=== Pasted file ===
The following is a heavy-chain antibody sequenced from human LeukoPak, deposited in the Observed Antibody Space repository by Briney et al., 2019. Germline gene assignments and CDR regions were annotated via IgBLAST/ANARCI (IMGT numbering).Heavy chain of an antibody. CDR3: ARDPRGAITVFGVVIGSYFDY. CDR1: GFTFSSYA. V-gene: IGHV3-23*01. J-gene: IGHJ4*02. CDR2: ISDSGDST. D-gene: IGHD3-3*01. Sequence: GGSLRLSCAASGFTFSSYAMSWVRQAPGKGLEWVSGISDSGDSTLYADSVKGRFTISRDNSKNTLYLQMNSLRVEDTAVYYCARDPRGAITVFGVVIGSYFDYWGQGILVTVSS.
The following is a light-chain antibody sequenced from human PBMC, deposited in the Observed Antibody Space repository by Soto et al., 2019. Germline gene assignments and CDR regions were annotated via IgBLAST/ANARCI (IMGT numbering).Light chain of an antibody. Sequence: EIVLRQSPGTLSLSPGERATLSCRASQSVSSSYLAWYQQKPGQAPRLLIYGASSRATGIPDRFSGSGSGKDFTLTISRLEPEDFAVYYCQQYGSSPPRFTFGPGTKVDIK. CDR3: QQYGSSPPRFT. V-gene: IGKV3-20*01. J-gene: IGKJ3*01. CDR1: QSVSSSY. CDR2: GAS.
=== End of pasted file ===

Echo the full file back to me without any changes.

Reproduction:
The following is a heavy-chain antibody sequenced from human LeukoPak, deposited in the Observed Antibody Space repository by Briney et al., 2019. Germline gene assignments and CDR regions were annotated via IgBLAST/ANARCI (IMGT numbering).Heavy chain of an antibody. CDR3: ARDPRGAITVFGVVIGSYFDY. CDR1: GFTFSSYA. V-gene: IGHV3-23*01. J-gene: IGHJ4*02. CDR2: ISDSGDST. D-gene: IGHD3-3*01. Sequence: GGSLRLSCAASGFTFSSYAMSWVRQAPGKGLEWVSGISDSGDSTLYADSVKGRFTISRDNSKNTLYLQMNSLRVEDTAVYYCARDPRGAITVFGVVIGSYFDYWGQGILVTVSS.
The following is a light-chain antibody sequenced from human PBMC, deposited in the Observed Antibody Space repository by Soto et al., 2019. Germline gene assignments and CDR regions were annotated via IgBLAST/ANARCI (IMGT numbering).Light chain of an antibody. Sequence: EIVLRQSPGTLSLSPGERATLSCRASQSVSSSYLAWYQQKPGQAPRLLIYGASSRATGIPDRFSGSGSGKDFTLTISRLEPEDFAVYYCQQYGSSPPRFTFGPGTKVDIK. CDR3: QQYGSSPPRFT. V-gene: IGKV3-20*01. J-gene: IGKJ3*01. CDR1: QSVSSSY. CDR2: GAS.